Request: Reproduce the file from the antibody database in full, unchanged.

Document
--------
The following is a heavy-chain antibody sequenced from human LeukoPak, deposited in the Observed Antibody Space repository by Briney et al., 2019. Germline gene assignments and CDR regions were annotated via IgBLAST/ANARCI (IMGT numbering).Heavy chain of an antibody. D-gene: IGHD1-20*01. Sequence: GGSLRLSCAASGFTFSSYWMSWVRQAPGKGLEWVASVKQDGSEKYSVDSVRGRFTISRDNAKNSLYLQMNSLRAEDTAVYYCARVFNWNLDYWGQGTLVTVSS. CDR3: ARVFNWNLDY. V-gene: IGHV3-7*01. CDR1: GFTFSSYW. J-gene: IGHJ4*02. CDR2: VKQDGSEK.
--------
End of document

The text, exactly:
The following is a heavy-chain antibody sequenced from human LeukoPak, deposited in the Observed Antibody Space repository by Briney et al., 2019. Germline gene assignments and CDR regions were annotated via IgBLAST/ANARCI (IMGT numbering).Heavy chain of an antibody. D-gene: IGHD1-20*01. Sequence: GGSLRLSCAASGFTFSSYWMSWVRQAPGKGLEWVASVKQDGSEKYSVDSVRGRFTISRDNAKNSLYLQMNSLRAEDTAVYYCARVFNWNLDYWGQGTLVTVSS. CDR3: ARVFNWNLDY. V-gene: IGHV3-7*01. CDR1: GFTFSSYW. J-gene: IGHJ4*02. CDR2: VKQDGSEK.